In the outrageous number, Usher’s Thoughts embody several Black trailblazers and icons who pop out from the shadows and ascend from the floor like zombies—there’s Tubman, Jimmy Baldwin, Zora Neale Hurston, Carter G. Woodson, and a man dressed like Solomon Northup in 12 Years a Slave who introduces himself as “12 Years a Slave” and holds an Oscar. The second-best reveal is saved for last, when Whitney Houston rises from the floor in a coffin and dressed in a shimmery gown. Her inclusion among these much older and frankly more revolutionary figures is hilarious, random, and ultimately unimpeachable.

“Who the fuck is you, n—-?” they sing together, pointing at Usher as he disappears in a corner. “You look it, but you ain’t no true n—-.”

“Tyler Perry is a real n—-,” they assert. “And not a cracker-pleasing Seal n—-. He writes how our people feel. With him at the wheel, n—-, what can’t we do?”

Listening to the group of deceased legends applaud Perry’s depiction of “fat, Black women with weaves who find love and redemption” and “muscle-bound Black men who own their own business” is deliciously absurd and laugh-out-loud funny. But the lyrics are also painstakingly authentic. Not only does the show tune capture what many Black people appreciate about Perry’s work, but it also illustrates how different generations of Black people define racial progress and standards for representation.

There’s nothing older Black people love more than conjuring up our ancestors when discussing modern Black issues, often using the experiences of historical figures like Tubman as a measuring stick. (Imagine Martin Luther King hearing you complain about that?) Michael R. Jackson uses “Tyler Perry Writes Real Life” to poke fun at this reductive framing. But somehow, the authority with which Tubman and the other figures scold Usher for his snobbery—despite some of his critiques about Perry being accurate—feels correct.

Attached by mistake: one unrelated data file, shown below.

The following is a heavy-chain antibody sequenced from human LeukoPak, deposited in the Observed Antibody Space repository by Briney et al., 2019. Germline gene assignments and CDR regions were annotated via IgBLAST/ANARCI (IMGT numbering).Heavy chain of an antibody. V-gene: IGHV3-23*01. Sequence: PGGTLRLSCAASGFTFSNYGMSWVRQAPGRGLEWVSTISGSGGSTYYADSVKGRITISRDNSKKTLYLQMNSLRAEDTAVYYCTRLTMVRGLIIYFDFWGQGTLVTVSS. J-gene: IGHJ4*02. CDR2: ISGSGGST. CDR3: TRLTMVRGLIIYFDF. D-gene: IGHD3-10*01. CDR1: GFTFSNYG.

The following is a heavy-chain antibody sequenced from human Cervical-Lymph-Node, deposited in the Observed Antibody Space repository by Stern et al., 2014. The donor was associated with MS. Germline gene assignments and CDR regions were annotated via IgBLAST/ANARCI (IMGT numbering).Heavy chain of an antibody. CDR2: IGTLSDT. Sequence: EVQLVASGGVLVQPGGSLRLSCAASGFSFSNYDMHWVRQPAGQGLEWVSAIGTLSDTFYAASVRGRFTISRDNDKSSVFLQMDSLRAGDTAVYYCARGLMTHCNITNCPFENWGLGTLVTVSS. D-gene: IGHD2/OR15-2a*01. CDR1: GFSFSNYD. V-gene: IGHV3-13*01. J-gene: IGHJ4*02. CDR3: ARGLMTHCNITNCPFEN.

Without being too presumptuous, a Black person taking issue with another Black person receiving as much love, money, and respect as Perry would probably sound ridiculous to an enslaved person with no rights. Yes, Hurston received similar critiques as Perry for her portrayal of Black people in her literature, and Baldwin had no problem critiquing Black art. But at the root of every great joke is a very simple and dumb truth.

On the other hand, it’s silly to scold Black people for criticizing folks like Perry or Jay-Z or Barack Obama for legitimate offenses just because generations before them didn’t have the opportunity to be as powerful or successful. But as A Strange Loop examines, being Black is constantly being reminded of the people who came before you.

By the end of the song, Usher caves in and says he’ll accept the Perry gig “for the ancestors.” And Tubman, the last ancestor onstage, reminds him that he’ll never escape his skin color.

The last part of this scene, when I saw it, was seemingly ad-libbed by Jackson Jr., as it’s not in the musical book. In the middle of Tubman chiding Usher, she suddenly looks up like she just heard an oven timer go off and says, “Oh yeah, freedom!” and scurries off the stage.

While A Strange Loop is brimming with these kinds of hysterical moments, “Tyler Perry Writes Real Life” lands the best while also delivering the greatest fictional depiction I’ve seen of Harriet Tubman. The song in and of itself is enough of a reason to see the production before it leaves Broadway on Jan. 15.